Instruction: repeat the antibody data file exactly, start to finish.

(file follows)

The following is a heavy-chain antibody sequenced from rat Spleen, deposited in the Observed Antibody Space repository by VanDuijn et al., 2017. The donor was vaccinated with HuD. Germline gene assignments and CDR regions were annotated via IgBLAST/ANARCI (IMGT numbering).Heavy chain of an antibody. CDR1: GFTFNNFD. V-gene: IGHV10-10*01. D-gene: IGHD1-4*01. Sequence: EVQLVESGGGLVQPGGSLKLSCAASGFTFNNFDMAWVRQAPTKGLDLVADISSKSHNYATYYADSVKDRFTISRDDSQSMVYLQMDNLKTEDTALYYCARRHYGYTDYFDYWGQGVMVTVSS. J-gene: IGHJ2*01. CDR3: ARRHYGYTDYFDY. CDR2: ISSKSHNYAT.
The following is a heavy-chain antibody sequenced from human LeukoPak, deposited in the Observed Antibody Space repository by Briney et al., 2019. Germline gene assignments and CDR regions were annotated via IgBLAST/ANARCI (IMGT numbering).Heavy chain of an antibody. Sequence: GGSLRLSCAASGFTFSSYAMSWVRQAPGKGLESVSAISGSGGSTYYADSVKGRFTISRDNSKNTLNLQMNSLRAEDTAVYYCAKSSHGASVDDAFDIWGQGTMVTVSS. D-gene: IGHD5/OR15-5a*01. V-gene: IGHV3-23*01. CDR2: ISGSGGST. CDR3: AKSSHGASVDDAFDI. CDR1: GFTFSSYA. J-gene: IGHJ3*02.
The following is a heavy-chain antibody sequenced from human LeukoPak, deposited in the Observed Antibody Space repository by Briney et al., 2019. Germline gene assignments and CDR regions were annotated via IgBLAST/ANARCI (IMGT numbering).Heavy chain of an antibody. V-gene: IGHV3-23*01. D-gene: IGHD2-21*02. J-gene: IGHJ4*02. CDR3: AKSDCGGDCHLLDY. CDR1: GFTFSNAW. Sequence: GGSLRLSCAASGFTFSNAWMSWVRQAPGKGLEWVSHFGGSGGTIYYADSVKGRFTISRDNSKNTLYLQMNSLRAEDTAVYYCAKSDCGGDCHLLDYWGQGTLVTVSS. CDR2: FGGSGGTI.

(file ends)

The following is a heavy-chain antibody sequenced from rat Spleen, deposited in the Observed Antibody Space repository by VanDuijn et al., 2017. The donor was vaccinated with HuD. Germline gene assignments and CDR regions were annotated via IgBLAST/ANARCI (IMGT numbering).Heavy chain of an antibody. CDR1: GFTFNNFD. V-gene: IGHV10-10*01. D-gene: IGHD1-4*01. Sequence: EVQLVESGGGLVQPGGSLKLSCAASGFTFNNFDMAWVRQAPTKGLDLVADISSKSHNYATYYADSVKDRFTISRDDSQSMVYLQMDNLKTEDTALYYCARRHYGYTDYFDYWGQGVMVTVSS. J-gene: IGHJ2*01. CDR3: ARRHYGYTDYFDY. CDR2: ISSKSHNYAT.
The following is a heavy-chain antibody sequenced from human LeukoPak, deposited in the Observed Antibody Space repository by Briney et al., 2019. Germline gene assignments and CDR regions were annotated via IgBLAST/ANARCI (IMGT numbering).Heavy chain of an antibody. Sequence: GGSLRLSCAASGFTFSSYAMSWVRQAPGKGLESVSAISGSGGSTYYADSVKGRFTISRDNSKNTLNLQMNSLRAEDTAVYYCAKSSHGASVDDAFDIWGQGTMVTVSS. D-gene: IGHD5/OR15-5a*01. V-gene: IGHV3-23*01. CDR2: ISGSGGST. CDR3: AKSSHGASVDDAFDI. CDR1: GFTFSSYA. J-gene: IGHJ3*02.
The following is a heavy-chain antibody sequenced from human LeukoPak, deposited in the Observed Antibody Space repository by Briney et al., 2019. Germline gene assignments and CDR regions were annotated via IgBLAST/ANARCI (IMGT numbering).Heavy chain of an antibody. V-gene: IGHV3-23*01. D-gene: IGHD2-21*02. J-gene: IGHJ4*02. CDR3: AKSDCGGDCHLLDY. CDR1: GFTFSNAW. Sequence: GGSLRLSCAASGFTFSNAWMSWVRQAPGKGLEWVSHFGGSGGTIYYADSVKGRFTISRDNSKNTLYLQMNSLRAEDTAVYYCAKSDCGGDCHLLDYWGQGTLVTVSS. CDR2: FGGSGGTI.